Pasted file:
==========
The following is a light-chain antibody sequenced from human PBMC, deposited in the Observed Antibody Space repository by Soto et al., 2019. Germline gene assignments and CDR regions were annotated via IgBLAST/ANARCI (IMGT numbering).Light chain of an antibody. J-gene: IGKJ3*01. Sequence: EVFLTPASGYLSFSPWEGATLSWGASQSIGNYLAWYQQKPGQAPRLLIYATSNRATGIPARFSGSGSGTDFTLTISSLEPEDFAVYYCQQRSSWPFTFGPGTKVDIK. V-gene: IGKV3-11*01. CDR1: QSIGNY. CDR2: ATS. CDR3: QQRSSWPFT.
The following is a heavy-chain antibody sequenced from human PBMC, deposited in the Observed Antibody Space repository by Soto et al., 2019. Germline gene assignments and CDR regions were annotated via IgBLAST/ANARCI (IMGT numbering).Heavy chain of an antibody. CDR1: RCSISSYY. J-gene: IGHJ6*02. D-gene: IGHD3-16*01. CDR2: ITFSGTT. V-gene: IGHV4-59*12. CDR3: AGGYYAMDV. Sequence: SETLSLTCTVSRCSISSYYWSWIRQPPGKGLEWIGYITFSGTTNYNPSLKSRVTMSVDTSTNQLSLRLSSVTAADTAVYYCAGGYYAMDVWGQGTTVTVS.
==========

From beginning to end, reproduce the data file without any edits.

The following is a light-chain antibody sequenced from human PBMC, deposited in the Observed Antibody Space repository by Soto et al., 2019. Germline gene assignments and CDR regions were annotated via IgBLAST/ANARCI (IMGT numbering).Light chain of an antibody. J-gene: IGKJ3*01. Sequence: EVFLTPASGYLSFSPWEGATLSWGASQSIGNYLAWYQQKPGQAPRLLIYATSNRATGIPARFSGSGSGTDFTLTISSLEPEDFAVYYCQQRSSWPFTFGPGTKVDIK. V-gene: IGKV3-11*01. CDR1: QSIGNY. CDR2: ATS. CDR3: QQRSSWPFT.
The following is a heavy-chain antibody sequenced from human PBMC, deposited in the Observed Antibody Space repository by Soto et al., 2019. Germline gene assignments and CDR regions were annotated via IgBLAST/ANARCI (IMGT numbering).Heavy chain of an antibody. CDR1: RCSISSYY. J-gene: IGHJ6*02. D-gene: IGHD3-16*01. CDR2: ITFSGTT. V-gene: IGHV4-59*12. CDR3: AGGYYAMDV. Sequence: SETLSLTCTVSRCSISSYYWSWIRQPPGKGLEWIGYITFSGTTNYNPSLKSRVTMSVDTSTNQLSLRLSSVTAADTAVYYCAGGYYAMDVWGQGTTVTVS.